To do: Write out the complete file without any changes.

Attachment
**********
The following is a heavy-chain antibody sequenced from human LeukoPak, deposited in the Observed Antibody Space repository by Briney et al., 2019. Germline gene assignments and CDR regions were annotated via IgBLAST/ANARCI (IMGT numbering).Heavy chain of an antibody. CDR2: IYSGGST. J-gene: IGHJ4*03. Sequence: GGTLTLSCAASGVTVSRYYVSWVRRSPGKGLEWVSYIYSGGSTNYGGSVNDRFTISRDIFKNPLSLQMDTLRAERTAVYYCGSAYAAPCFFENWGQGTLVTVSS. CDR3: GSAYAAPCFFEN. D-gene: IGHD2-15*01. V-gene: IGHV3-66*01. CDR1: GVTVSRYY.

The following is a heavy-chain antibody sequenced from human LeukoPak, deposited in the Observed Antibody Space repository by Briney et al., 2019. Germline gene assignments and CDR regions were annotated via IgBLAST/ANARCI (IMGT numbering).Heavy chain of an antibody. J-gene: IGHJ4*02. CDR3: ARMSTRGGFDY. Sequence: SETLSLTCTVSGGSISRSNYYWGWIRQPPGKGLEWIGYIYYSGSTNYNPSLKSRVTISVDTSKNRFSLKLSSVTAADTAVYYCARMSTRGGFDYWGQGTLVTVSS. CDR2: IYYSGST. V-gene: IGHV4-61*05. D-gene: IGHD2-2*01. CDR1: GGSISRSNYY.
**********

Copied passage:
The following is a heavy-chain antibody sequenced from human LeukoPak, deposited in the Observed Antibody Space repository by Briney et al., 2019. Germline gene assignments and CDR regions were annotated via IgBLAST/ANARCI (IMGT numbering).Heavy chain of an antibody. CDR2: IYSGGST. J-gene: IGHJ4*03. Sequence: GGTLTLSCAASGVTVSRYYVSWVRRSPGKGLEWVSYIYSGGSTNYGGSVNDRFTISRDIFKNPLSLQMDTLRAERTAVYYCGSAYAAPCFFENWGQGTLVTVSS. CDR3: GSAYAAPCFFEN. D-gene: IGHD2-15*01. V-gene: IGHV3-66*01. CDR1: GVTVSRYY.

The following is a heavy-chain antibody sequenced from human LeukoPak, deposited in the Observed Antibody Space repository by Briney et al., 2019. Germline gene assignments and CDR regions were annotated via IgBLAST/ANARCI (IMGT numbering).Heavy chain of an antibody. J-gene: IGHJ4*02. CDR3: ARMSTRGGFDY. Sequence: SETLSLTCTVSGGSISRSNYYWGWIRQPPGKGLEWIGYIYYSGSTNYNPSLKSRVTISVDTSKNRFSLKLSSVTAADTAVYYCARMSTRGGFDYWGQGTLVTVSS. CDR2: IYYSGST. V-gene: IGHV4-61*05. D-gene: IGHD2-2*01. CDR1: GGSISRSNYY.